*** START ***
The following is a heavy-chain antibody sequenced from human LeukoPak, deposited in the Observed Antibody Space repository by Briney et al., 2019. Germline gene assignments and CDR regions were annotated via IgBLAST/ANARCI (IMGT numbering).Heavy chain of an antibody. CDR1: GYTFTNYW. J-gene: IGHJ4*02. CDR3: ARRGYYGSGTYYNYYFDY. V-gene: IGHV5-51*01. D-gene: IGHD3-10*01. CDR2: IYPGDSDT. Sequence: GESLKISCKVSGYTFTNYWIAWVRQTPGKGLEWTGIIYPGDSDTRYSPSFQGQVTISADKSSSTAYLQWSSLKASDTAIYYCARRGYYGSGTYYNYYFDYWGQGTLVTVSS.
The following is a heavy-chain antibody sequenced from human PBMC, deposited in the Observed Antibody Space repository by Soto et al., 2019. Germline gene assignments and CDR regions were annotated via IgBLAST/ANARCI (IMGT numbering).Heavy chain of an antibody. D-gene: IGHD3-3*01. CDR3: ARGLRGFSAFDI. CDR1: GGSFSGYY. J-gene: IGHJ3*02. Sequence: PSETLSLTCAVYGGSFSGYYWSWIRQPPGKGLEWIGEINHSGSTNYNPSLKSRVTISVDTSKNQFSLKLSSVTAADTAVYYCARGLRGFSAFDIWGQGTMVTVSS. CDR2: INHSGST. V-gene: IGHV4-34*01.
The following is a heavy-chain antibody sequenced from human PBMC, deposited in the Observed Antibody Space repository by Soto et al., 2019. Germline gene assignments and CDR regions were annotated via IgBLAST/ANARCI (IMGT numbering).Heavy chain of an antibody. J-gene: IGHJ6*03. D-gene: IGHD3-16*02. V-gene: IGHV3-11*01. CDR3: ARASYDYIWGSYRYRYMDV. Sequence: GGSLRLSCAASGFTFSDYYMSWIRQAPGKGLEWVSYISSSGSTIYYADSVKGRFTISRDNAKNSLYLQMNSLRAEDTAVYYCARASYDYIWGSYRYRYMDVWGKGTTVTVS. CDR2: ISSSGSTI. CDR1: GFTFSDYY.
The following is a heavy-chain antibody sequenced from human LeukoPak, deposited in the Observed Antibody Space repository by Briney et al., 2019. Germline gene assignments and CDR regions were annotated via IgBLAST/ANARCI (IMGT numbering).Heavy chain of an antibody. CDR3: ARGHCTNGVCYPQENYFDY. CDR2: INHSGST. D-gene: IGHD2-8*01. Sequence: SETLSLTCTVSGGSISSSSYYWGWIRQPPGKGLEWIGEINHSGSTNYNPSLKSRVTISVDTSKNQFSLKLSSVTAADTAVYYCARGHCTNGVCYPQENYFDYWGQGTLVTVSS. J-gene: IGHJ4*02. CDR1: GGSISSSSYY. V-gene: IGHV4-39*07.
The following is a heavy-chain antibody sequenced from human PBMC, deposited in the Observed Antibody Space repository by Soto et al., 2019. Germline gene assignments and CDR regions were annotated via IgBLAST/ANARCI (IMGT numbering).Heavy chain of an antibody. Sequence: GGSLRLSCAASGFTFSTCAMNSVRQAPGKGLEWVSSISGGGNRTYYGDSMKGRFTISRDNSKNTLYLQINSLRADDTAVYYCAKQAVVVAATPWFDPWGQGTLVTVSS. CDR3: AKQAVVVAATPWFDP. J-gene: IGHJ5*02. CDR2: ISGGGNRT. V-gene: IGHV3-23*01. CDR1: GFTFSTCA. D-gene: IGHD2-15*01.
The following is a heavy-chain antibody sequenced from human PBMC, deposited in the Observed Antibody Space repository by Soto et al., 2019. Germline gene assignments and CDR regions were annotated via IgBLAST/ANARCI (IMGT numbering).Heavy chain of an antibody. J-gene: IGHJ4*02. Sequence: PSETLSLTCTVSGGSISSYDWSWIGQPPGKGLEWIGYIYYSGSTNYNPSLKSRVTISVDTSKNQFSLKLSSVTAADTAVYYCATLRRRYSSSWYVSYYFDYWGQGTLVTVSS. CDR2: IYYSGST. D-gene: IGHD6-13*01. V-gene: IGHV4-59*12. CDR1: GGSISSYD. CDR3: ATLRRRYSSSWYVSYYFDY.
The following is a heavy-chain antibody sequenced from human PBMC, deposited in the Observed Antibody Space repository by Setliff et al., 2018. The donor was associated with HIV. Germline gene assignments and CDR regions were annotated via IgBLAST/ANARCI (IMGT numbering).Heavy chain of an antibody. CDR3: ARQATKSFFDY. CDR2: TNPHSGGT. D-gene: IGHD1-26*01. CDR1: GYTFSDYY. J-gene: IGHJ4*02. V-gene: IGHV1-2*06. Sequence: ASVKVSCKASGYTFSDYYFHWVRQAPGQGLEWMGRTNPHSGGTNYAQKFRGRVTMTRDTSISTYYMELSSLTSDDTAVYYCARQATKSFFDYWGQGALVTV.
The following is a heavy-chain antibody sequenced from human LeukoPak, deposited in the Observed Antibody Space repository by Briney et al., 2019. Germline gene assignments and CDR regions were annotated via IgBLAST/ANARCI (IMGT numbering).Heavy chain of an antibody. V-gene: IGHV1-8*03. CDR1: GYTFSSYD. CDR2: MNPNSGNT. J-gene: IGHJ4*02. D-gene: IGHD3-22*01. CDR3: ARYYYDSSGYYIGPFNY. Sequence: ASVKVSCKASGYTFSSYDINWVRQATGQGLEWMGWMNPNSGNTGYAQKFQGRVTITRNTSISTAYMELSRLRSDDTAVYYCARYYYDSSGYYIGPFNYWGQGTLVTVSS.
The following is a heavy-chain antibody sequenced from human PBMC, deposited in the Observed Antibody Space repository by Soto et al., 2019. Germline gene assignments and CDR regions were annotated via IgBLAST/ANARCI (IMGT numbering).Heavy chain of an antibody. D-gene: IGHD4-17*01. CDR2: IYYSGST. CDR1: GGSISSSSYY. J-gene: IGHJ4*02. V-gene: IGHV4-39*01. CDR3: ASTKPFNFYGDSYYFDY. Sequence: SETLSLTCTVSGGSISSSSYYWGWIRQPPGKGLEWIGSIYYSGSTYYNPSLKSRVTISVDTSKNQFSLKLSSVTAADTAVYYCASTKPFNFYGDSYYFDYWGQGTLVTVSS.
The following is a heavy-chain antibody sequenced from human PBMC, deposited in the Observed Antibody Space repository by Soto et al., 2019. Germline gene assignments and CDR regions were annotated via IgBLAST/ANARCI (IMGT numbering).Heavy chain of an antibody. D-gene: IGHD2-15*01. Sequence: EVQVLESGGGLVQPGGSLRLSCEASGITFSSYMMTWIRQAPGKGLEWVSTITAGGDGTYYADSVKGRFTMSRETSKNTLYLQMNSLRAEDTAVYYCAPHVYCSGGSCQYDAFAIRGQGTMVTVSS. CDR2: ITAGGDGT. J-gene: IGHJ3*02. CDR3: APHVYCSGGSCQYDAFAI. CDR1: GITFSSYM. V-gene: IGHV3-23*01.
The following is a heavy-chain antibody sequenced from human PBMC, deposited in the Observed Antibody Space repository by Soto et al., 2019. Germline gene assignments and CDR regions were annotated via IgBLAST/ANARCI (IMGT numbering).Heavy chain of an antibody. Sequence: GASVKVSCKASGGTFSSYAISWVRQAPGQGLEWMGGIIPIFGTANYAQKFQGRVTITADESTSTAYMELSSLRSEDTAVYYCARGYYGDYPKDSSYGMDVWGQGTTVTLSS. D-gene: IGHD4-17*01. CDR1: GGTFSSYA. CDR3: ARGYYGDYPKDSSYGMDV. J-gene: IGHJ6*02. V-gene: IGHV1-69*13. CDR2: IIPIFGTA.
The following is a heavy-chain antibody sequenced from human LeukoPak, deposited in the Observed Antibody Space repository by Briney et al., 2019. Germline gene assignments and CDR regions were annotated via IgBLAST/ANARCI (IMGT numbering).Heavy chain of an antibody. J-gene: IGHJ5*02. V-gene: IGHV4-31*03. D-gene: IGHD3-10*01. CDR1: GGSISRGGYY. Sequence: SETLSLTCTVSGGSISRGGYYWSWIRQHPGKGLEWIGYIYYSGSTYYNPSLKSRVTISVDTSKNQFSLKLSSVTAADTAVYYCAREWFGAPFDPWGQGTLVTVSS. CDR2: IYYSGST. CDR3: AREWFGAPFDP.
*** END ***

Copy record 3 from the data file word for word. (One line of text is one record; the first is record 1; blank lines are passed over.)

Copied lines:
The following is a heavy-chain antibody sequenced from human PBMC, deposited in the Observed Antibody Space repository by Soto et al., 2019. Germline gene assignments and CDR regions were annotated via IgBLAST/ANARCI (IMGT numbering).Heavy chain of an antibody. J-gene: IGHJ6*03. D-gene: IGHD3-16*02. V-gene: IGHV3-11*01. CDR3: ARASYDYIWGSYRYRYMDV. Sequence: GGSLRLSCAASGFTFSDYYMSWIRQAPGKGLEWVSYISSSGSTIYYADSVKGRFTISRDNAKNSLYLQMNSLRAEDTAVYYCARASYDYIWGSYRYRYMDVWGKGTTVTVS. CDR2: ISSSGSTI. CDR1: GFTFSDYY.